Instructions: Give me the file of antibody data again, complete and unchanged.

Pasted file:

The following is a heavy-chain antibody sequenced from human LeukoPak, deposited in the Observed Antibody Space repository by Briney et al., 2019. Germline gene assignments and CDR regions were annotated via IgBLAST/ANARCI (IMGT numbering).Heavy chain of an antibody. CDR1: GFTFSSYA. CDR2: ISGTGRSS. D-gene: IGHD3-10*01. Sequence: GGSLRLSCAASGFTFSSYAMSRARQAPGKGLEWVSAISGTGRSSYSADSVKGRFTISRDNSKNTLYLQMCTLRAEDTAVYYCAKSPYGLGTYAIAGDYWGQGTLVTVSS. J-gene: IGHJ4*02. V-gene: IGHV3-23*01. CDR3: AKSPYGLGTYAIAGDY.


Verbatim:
The following is a heavy-chain antibody sequenced from human LeukoPak, deposited in the Observed Antibody Space repository by Briney et al., 2019. Germline gene assignments and CDR regions were annotated via IgBLAST/ANARCI (IMGT numbering).Heavy chain of an antibody. CDR1: GFTFSSYA. CDR2: ISGTGRSS. D-gene: IGHD3-10*01. Sequence: GGSLRLSCAASGFTFSSYAMSRARQAPGKGLEWVSAISGTGRSSYSADSVKGRFTISRDNSKNTLYLQMCTLRAEDTAVYYCAKSPYGLGTYAIAGDYWGQGTLVTVSS. J-gene: IGHJ4*02. V-gene: IGHV3-23*01. CDR3: AKSPYGLGTYAIAGDY.